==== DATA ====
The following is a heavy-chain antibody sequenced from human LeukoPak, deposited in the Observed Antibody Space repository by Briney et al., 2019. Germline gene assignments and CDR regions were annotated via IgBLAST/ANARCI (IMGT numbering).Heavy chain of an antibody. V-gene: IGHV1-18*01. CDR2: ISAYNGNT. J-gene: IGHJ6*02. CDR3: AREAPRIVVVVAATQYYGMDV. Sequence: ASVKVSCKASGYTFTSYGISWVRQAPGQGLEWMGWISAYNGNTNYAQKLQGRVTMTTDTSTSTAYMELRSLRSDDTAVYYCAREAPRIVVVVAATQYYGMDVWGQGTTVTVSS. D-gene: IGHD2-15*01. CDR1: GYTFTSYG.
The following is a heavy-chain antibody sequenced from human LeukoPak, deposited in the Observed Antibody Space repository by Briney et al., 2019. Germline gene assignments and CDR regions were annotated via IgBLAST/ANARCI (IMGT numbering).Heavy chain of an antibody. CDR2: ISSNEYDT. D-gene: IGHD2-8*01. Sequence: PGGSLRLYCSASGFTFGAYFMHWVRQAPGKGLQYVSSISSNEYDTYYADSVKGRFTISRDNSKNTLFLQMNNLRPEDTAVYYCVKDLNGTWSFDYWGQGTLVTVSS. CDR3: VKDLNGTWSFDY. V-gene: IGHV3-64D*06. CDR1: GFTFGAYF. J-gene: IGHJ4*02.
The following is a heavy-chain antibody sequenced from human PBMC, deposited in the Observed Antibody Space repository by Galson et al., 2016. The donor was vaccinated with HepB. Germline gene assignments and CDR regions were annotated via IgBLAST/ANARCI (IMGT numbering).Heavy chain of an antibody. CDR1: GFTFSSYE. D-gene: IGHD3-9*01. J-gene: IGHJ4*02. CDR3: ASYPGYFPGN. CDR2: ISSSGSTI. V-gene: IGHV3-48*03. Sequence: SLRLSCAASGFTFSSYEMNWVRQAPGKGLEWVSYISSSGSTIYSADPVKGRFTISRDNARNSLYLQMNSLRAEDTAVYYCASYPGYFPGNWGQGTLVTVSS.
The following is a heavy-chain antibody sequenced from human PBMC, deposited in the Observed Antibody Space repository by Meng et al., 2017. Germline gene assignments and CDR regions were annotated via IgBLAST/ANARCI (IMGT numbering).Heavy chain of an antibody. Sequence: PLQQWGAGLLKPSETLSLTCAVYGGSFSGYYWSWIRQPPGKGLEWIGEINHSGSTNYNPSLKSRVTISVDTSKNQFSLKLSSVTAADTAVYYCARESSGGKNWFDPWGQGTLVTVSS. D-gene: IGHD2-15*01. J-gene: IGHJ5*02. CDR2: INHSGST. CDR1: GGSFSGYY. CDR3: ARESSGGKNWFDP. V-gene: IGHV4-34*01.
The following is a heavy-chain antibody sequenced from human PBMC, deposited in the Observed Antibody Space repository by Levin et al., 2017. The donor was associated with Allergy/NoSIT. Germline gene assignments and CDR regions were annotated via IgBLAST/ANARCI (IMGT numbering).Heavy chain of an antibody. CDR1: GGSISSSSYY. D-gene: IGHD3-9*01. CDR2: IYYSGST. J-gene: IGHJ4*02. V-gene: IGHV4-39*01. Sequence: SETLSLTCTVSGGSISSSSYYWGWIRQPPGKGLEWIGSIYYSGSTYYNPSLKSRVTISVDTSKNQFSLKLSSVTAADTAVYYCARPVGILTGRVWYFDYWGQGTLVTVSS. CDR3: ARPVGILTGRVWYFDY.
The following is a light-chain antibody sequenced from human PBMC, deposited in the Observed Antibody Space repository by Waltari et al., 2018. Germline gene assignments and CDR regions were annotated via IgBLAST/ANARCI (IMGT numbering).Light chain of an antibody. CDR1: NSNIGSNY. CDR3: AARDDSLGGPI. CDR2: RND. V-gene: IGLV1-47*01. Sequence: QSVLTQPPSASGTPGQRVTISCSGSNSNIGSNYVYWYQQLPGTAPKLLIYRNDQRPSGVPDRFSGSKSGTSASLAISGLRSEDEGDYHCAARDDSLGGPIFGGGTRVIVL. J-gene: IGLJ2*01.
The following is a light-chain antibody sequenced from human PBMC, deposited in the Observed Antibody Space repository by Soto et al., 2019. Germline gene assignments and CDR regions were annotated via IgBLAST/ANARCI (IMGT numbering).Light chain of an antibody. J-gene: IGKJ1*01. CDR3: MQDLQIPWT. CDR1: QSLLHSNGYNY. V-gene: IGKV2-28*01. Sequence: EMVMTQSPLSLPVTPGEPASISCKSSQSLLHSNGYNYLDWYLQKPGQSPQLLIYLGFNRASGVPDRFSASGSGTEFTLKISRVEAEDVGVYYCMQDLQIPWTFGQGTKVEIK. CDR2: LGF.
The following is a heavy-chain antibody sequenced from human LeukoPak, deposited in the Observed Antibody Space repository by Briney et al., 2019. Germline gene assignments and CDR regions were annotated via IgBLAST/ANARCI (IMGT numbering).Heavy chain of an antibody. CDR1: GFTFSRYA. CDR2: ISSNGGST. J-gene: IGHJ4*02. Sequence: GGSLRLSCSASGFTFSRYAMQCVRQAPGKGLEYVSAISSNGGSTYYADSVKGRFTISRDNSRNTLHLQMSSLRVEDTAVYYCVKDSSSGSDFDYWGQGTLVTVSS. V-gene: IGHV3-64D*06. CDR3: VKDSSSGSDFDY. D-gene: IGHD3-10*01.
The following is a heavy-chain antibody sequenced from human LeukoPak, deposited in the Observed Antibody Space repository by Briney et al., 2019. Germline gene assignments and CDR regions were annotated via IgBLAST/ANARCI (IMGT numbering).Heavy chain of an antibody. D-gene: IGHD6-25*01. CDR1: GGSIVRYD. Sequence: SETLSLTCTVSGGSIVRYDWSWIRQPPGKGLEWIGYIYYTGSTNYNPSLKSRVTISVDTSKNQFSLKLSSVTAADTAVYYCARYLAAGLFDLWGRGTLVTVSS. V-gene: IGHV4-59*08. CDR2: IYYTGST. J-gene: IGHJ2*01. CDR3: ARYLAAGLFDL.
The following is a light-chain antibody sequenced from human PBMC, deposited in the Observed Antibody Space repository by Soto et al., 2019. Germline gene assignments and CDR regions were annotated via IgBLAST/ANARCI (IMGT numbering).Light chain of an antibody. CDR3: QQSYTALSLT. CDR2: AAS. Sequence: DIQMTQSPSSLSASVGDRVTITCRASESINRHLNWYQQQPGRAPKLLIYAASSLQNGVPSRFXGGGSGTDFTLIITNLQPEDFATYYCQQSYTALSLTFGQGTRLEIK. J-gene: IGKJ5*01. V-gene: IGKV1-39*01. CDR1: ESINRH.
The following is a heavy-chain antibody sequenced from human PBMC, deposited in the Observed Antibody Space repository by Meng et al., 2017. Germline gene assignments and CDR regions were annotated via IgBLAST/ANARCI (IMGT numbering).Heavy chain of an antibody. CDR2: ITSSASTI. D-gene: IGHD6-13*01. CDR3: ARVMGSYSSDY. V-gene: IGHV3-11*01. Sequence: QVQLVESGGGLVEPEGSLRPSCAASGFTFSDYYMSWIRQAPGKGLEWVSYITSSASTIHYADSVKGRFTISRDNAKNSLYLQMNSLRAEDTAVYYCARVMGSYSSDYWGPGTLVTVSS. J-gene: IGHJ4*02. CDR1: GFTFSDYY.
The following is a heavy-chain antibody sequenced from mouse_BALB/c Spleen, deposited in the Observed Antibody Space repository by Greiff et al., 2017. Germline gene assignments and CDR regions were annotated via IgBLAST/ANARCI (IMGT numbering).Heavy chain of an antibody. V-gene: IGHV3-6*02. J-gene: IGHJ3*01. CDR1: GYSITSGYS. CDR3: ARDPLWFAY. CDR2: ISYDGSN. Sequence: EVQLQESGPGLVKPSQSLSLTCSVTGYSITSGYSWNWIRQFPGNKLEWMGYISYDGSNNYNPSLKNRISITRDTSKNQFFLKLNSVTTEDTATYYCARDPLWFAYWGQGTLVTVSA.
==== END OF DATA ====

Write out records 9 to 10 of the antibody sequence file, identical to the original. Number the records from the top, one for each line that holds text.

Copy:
The following is a heavy-chain antibody sequenced from human LeukoPak, deposited in the Observed Antibody Space repository by Briney et al., 2019. Germline gene assignments and CDR regions were annotated via IgBLAST/ANARCI (IMGT numbering).Heavy chain of an antibody. D-gene: IGHD6-25*01. CDR1: GGSIVRYD. Sequence: SETLSLTCTVSGGSIVRYDWSWIRQPPGKGLEWIGYIYYTGSTNYNPSLKSRVTISVDTSKNQFSLKLSSVTAADTAVYYCARYLAAGLFDLWGRGTLVTVSS. V-gene: IGHV4-59*08. CDR2: IYYTGST. J-gene: IGHJ2*01. CDR3: ARYLAAGLFDL.
The following is a light-chain antibody sequenced from human PBMC, deposited in the Observed Antibody Space repository by Soto et al., 2019. Germline gene assignments and CDR regions were annotated via IgBLAST/ANARCI (IMGT numbering).Light chain of an antibody. CDR3: QQSYTALSLT. CDR2: AAS. Sequence: DIQMTQSPSSLSASVGDRVTITCRASESINRHLNWYQQQPGRAPKLLIYAASSLQNGVPSRFXGGGSGTDFTLIITNLQPEDFATYYCQQSYTALSLTFGQGTRLEIK. J-gene: IGKJ5*01. V-gene: IGKV1-39*01. CDR1: ESINRH.